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How to boil an egg…A criminological issue?

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Another academic year is coming close to an end.  After the plans and the changes made there is always a little time for reflection to ask what is in a year?  The rhetorical question implies that there is an expected answer and that is true, well sometimes!  After years serving HE it is becoming clear that things change “τα πάντα ρει”, everything flows as Heraclitus once said.  Education is about knowledge and as it progresses, we progress with it. 

In previous posts the value of education and reading for a subject like criminology has been argued, but ultimately what does it really mean to complete one year of education in HE?  Well if you are on your first year it is the recognition that you can do this!  The first step in many more to follow on the road to academic understanding.  If you are on your second year you demonstrate perseverance, sticking with the subject you chose, and you continue to read more of it.  Finally, if you are on your third year it is the anticipation of completion of a course of study.  The successful conclusion of studies that will award you with a title. 

This end for some is the end of the formal part of their higher education, whilst for others it is simply the beginning of the end of a longer and more arduous journey in learning.  An exam board shall mark this end when all colleagues will read name after name, grade after grade, but this is only part of that story.  The other part is the memories on learning that it will launch.  I still hear stories of students remembering a lecture with a slide title “Lesbian Vampire Killers” on a session on media and crime which seems to tickle our alumni, or a phrase used in a class again and again for emphasis.  Using a metaphor or an example that takes you away from the prescribed values.  Some of the readers may remember my question “How long to hard boil an egg?”  A question that revealed some of us have limited culinary skills, but the intended purpose was to allow us to look at the question of positionality and context.  It only takes a couple of pre vs post- war Italian cookbooks to realise that the question can be answered considering the social situation and the energy requirements of its time.  A country famed for its culinary status, but also broken from a second world war that decimated infrastructures and harmed population.  Poverty, theft, antisocial behaviour, violence but also recriminations for the incurred destruction became the other effects hidden behind a seemingly random change in a number on a cookbook. *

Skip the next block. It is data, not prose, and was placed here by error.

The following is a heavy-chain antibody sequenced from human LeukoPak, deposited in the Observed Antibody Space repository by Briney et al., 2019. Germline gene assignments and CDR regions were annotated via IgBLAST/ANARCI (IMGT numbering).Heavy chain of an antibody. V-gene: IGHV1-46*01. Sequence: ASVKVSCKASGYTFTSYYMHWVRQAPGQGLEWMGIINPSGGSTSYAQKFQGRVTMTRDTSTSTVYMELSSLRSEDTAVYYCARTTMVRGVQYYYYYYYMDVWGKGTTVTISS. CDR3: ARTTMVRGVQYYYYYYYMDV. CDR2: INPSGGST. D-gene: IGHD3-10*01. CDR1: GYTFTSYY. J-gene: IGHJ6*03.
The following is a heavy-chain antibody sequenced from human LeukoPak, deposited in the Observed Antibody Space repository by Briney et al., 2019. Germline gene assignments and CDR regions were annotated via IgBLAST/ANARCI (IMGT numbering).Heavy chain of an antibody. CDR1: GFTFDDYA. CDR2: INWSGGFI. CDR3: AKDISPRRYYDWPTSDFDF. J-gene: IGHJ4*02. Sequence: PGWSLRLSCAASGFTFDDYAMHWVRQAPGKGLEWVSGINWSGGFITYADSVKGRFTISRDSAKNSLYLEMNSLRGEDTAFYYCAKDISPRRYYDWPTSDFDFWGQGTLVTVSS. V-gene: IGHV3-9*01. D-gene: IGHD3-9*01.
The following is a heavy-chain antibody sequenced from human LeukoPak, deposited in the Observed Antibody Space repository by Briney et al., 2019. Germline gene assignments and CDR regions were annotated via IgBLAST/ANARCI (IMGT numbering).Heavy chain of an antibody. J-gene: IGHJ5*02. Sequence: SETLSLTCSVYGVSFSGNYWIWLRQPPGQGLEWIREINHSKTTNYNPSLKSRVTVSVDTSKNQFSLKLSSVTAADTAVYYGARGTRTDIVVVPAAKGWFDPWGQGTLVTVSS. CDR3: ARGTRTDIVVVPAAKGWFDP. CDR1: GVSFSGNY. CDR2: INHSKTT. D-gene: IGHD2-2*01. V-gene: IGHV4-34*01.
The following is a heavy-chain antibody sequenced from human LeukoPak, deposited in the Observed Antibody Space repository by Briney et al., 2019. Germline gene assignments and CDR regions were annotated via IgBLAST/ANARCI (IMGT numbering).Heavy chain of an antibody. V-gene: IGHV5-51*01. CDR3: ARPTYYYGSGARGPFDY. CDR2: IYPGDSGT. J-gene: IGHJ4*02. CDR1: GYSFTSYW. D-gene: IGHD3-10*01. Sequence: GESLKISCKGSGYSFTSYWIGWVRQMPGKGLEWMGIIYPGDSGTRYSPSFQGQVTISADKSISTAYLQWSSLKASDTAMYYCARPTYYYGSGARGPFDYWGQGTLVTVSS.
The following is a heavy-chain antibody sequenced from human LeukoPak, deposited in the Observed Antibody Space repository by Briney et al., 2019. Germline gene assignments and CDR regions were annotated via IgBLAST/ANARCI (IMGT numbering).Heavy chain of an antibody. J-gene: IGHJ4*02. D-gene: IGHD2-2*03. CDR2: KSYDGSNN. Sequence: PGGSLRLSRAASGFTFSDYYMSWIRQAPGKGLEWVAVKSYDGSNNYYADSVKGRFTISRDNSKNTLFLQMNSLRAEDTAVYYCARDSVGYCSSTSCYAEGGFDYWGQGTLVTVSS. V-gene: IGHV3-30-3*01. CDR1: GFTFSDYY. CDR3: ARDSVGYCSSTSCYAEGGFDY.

My personal favourite was going over a criminal profiling case with students of the wrong year who were looking at me rather confused on the content.  I shall never of course forget my sex offenders lecture to accounting students (I got the place and time wrong) which according to my bemused colleague who was watching me from the corner an interesting interlude from his session!  These little anecdotes do not sustain knowledge, but they remind us how we got to be in that place. 

Regardless of the subject of study or its level, all “participants” who engage in higher education gain one significant attribute, that of perspective.  The ability to look closely of a idea through the disciplinary lens but also to zoom out and look at the bigger picture, thus making perspective more relevant.  Perspective is distance and as we gain more knowledge, the better our judgement becomes in using this lens to zoom in and out. This is what we acquire as we progress through higher education.    

*I could also point out the existential symbolism of the egg as the representation of the soul and the time to boil it is a metaphor for torment in the proverbial purgatory…but I will not


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